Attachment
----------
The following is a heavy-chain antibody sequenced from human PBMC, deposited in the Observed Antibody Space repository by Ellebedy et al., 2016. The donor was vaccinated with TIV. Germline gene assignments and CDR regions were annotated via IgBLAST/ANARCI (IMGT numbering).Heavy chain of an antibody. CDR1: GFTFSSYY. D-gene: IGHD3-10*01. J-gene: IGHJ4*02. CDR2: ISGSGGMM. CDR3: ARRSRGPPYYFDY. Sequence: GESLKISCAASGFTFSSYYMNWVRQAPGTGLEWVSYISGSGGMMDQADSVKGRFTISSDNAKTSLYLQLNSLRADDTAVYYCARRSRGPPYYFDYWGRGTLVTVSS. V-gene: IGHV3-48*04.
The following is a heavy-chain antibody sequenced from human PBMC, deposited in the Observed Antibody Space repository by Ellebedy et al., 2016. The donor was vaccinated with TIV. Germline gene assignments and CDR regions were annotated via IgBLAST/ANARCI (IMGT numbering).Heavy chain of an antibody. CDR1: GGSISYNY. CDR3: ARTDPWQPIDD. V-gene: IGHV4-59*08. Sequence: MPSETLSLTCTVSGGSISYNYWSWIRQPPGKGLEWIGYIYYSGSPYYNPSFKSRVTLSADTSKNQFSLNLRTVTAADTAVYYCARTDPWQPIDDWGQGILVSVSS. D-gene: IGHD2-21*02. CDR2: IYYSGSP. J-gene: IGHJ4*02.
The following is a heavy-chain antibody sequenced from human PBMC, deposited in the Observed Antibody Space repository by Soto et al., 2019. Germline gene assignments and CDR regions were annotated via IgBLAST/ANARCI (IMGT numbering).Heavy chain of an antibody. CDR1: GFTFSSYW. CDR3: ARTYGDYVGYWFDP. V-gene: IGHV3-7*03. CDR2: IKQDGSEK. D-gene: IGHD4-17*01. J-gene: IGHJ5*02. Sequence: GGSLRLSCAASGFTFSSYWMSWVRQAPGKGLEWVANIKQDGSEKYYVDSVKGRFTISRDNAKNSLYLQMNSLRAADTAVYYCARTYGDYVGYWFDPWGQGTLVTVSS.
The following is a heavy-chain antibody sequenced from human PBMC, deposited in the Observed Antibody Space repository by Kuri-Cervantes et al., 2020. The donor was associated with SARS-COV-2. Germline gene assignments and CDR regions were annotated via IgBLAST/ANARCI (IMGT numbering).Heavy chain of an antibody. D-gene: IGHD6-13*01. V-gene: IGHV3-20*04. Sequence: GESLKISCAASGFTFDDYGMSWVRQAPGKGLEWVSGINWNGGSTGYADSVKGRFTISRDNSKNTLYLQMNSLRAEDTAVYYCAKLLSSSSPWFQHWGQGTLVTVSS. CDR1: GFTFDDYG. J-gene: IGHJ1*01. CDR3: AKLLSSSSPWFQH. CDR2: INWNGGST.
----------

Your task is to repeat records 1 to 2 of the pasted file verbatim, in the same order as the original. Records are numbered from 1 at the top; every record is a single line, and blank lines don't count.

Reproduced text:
The following is a heavy-chain antibody sequenced from human PBMC, deposited in the Observed Antibody Space repository by Ellebedy et al., 2016. The donor was vaccinated with TIV. Germline gene assignments and CDR regions were annotated via IgBLAST/ANARCI (IMGT numbering).Heavy chain of an antibody. CDR1: GFTFSSYY. D-gene: IGHD3-10*01. J-gene: IGHJ4*02. CDR2: ISGSGGMM. CDR3: ARRSRGPPYYFDY. Sequence: GESLKISCAASGFTFSSYYMNWVRQAPGTGLEWVSYISGSGGMMDQADSVKGRFTISSDNAKTSLYLQLNSLRADDTAVYYCARRSRGPPYYFDYWGRGTLVTVSS. V-gene: IGHV3-48*04.
The following is a heavy-chain antibody sequenced from human PBMC, deposited in the Observed Antibody Space repository by Ellebedy et al., 2016. The donor was vaccinated with TIV. Germline gene assignments and CDR regions were annotated via IgBLAST/ANARCI (IMGT numbering).Heavy chain of an antibody. CDR1: GGSISYNY. CDR3: ARTDPWQPIDD. V-gene: IGHV4-59*08. Sequence: MPSETLSLTCTVSGGSISYNYWSWIRQPPGKGLEWIGYIYYSGSPYYNPSFKSRVTLSADTSKNQFSLNLRTVTAADTAVYYCARTDPWQPIDDWGQGILVSVSS. D-gene: IGHD2-21*02. CDR2: IYYSGSP. J-gene: IGHJ4*02.